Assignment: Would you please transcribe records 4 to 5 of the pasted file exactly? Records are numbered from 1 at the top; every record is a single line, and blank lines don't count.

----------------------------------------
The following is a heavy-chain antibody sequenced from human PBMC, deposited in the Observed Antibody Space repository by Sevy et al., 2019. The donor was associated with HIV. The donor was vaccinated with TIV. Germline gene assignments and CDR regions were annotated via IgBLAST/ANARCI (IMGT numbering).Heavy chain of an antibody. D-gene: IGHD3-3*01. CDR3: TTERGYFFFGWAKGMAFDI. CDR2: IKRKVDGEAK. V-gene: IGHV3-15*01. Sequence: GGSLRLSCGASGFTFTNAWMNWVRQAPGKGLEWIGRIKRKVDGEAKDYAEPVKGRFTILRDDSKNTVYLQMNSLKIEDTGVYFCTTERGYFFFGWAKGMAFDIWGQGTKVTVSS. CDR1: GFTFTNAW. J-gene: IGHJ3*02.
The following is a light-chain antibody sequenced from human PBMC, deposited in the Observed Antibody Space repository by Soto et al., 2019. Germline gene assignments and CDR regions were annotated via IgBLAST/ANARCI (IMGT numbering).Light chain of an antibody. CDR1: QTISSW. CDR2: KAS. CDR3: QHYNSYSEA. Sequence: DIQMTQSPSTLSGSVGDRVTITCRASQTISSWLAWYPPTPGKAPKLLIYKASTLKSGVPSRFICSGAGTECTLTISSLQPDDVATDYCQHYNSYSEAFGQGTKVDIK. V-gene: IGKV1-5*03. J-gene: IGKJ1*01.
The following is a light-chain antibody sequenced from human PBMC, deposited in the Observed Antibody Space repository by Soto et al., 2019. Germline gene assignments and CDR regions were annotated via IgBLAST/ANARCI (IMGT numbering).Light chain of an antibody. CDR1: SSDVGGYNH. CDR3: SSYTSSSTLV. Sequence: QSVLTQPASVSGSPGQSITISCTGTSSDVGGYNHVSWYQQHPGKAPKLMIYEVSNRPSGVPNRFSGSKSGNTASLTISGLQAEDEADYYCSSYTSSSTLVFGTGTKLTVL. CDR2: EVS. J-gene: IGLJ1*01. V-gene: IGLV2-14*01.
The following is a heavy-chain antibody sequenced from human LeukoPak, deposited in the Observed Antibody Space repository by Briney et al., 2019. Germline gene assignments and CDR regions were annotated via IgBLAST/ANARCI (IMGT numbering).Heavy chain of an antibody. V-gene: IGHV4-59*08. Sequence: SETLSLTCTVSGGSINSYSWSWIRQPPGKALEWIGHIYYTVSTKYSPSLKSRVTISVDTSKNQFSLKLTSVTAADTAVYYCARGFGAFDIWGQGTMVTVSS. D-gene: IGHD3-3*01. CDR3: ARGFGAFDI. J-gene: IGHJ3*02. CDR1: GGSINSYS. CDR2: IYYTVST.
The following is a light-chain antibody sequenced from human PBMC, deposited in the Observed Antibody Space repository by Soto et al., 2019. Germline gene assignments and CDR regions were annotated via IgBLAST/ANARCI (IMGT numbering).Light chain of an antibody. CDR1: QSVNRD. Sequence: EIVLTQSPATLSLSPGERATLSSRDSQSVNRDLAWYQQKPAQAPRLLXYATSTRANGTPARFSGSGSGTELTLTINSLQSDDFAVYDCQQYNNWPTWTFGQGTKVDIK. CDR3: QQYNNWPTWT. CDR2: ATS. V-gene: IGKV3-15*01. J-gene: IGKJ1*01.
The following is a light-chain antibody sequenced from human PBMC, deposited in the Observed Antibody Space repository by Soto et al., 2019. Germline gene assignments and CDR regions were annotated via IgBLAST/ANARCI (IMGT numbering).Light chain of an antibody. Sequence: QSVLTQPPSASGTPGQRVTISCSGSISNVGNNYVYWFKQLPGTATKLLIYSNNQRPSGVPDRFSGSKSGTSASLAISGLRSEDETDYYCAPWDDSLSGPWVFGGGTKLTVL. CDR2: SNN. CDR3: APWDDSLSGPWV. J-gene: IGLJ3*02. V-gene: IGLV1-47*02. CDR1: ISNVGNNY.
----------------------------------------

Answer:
The following is a heavy-chain antibody sequenced from human LeukoPak, deposited in the Observed Antibody Space repository by Briney et al., 2019. Germline gene assignments and CDR regions were annotated via IgBLAST/ANARCI (IMGT numbering).Heavy chain of an antibody. V-gene: IGHV4-59*08. Sequence: SETLSLTCTVSGGSINSYSWSWIRQPPGKALEWIGHIYYTVSTKYSPSLKSRVTISVDTSKNQFSLKLTSVTAADTAVYYCARGFGAFDIWGQGTMVTVSS. D-gene: IGHD3-3*01. CDR3: ARGFGAFDI. J-gene: IGHJ3*02. CDR1: GGSINSYS. CDR2: IYYTVST.
The following is a light-chain antibody sequenced from human PBMC, deposited in the Observed Antibody Space repository by Soto et al., 2019. Germline gene assignments and CDR regions were annotated via IgBLAST/ANARCI (IMGT numbering).Light chain of an antibody. CDR1: QSVNRD. Sequence: EIVLTQSPATLSLSPGERATLSSRDSQSVNRDLAWYQQKPAQAPRLLXYATSTRANGTPARFSGSGSGTELTLTINSLQSDDFAVYDCQQYNNWPTWTFGQGTKVDIK. CDR3: QQYNNWPTWT. CDR2: ATS. V-gene: IGKV3-15*01. J-gene: IGKJ1*01.